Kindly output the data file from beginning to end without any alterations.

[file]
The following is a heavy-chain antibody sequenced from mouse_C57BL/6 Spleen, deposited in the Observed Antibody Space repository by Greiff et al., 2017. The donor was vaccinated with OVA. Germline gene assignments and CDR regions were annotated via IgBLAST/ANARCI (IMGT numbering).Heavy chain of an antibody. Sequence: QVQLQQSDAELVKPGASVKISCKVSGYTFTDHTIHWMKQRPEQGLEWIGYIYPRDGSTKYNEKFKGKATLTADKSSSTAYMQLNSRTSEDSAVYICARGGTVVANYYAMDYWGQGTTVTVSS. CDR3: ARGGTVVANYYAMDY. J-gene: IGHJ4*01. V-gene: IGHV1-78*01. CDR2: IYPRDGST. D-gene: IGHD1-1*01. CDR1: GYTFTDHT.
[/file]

The following is a heavy-chain antibody sequenced from mouse_C57BL/6 Spleen, deposited in the Observed Antibody Space repository by Greiff et al., 2017. The donor was vaccinated with OVA. Germline gene assignments and CDR regions were annotated via IgBLAST/ANARCI (IMGT numbering).Heavy chain of an antibody. Sequence: QVQLQQSDAELVKPGASVKISCKVSGYTFTDHTIHWMKQRPEQGLEWIGYIYPRDGSTKYNEKFKGKATLTADKSSSTAYMQLNSRTSEDSAVYICARGGTVVANYYAMDYWGQGTTVTVSS. CDR3: ARGGTVVANYYAMDY. J-gene: IGHJ4*01. V-gene: IGHV1-78*01. CDR2: IYPRDGST. D-gene: IGHD1-1*01. CDR1: GYTFTDHT.